This isn’t new, but worth mentioning. Lydia McGrew has a team blog, What’s Wrong with the World: Dispatches from the 10th Crusade. Its stated purpose is to oppose Jihad and Liberalism. Liberalism is defined in a way that seems to include atheism.
John Loftus stirs the pot with his recent post, “Should We Think Exclusively in Terms of Probabilities or Not?“
Victor Reppert responds in, “But How Shall we Follow Probabilities?“
I think I agree with Loftus when he writes, we “should think exclusively in terms of the probabilities.” If I understand Reppert, I am pretty sure he agrees also.
I’m not convinced, however, that a Christian’s degree of belief that Jesus rose from the dead must necessarily exceed that which can be justified based on the evidence. I agree with Reppert that “a Bayesian-rational person makes proper conditionalizations on his prior probabilities” and that “a Bayesian-rational person can conclude that Jesus rose from the dead.” Similarly, a Bayesian-rational person can conclude that Jesus was (and still is) dead.
(As an aside: it would be interesting to learn what prior probability Reppert assigns to the Resurrection. By way of comparison, I think Swinburne assumes it is 0.5.)
It is obvious that it is possible that a Christian’s degree of belief that Jesus rose from the dead could exceed that which is Bayesian-rational. It is also obvious that a non-Christian’s degree of belief that Jesus did not rise from the dead could exceed that which is Bayesian-rational. So what? Now what? Unless someone has some way to show that the majority of Christians or non-Christians fit those categories, respectively, this is not a philosophically significant conclusion.
Ophelia Benson blogs about FFRF’s request for an “equal time” display of a “Winter Solstice banner” at a courthouse in Texas. Here is the text of the banner, which I believe is the same text the FFRF has been using on banners and other displays for at least 15 years.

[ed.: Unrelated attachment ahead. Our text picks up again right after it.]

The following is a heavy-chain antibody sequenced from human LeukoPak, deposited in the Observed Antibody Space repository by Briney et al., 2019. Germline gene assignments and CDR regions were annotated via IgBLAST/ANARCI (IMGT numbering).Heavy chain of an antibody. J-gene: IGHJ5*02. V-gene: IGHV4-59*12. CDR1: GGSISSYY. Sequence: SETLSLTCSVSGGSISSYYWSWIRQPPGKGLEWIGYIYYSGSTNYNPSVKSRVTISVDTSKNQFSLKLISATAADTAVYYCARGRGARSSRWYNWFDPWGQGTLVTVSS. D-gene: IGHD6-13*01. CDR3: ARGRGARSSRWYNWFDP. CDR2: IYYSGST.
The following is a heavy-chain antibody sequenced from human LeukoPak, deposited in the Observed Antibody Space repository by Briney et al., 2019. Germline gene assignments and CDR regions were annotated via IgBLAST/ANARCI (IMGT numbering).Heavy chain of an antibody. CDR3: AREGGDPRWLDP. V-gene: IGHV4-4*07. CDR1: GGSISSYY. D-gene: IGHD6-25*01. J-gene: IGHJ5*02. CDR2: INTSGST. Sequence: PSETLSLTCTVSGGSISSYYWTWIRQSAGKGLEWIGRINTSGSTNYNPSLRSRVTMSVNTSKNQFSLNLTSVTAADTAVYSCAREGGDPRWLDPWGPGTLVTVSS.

“At this Season of the Winter Solstice, may reason prevail. There are no gods, no devils, no angels, no heaven or hell. There is only our natural world. Religion is but myth and superstition that hardens hearts and enslaves minds.”
Again, I realize this is nothing new, but I’d like to summarize some atheistic objections to FFRF’s Winter Solstice banner.
- While atheists can celebrate the Winter Solstice, it isn’t an atheistic ‘holiday.’ It has nothing to do with atheism. So why should atheists care about or celebrate the Winter Solstice? I, for one, could not care less about the Winter Solstice. (Just to prevent any misunderstandings: I am not criticizing those atheists who do celebrate the Winter Solstice. Rather, my point is that it’s inappropriate to represent the Winter Solstice as if it were an atheistic holiday.)
- Is it true that “there are no gods, no evils, no angels, no heaven or hell”? Many of FFRF’s members and supporters are people who merely lack the belief that such things exist; they also lack the belief that such things do not exist. The viewpoint expressed by the FFRF banner isn’t representative of all its members.
- The message is unnecessarily adversarial, especially the last sentence. As if it weren’t enough to say that supernatural beliefs are false, the banner says that religion “hardens hearts and enslaves minds.” Notice that religious displays–such as Christmas trees, nativity scenes, and so forth–never or virtually never have banners with disparaging remarks about nonbelievers. When was the last time you saw a Nativity scene with a banner that said, “Atheism is but foolishness motivated by sin to justify an immoral lifestyle”? So why does the FFRF have to end its banner in a way that is so disparaging towards theists?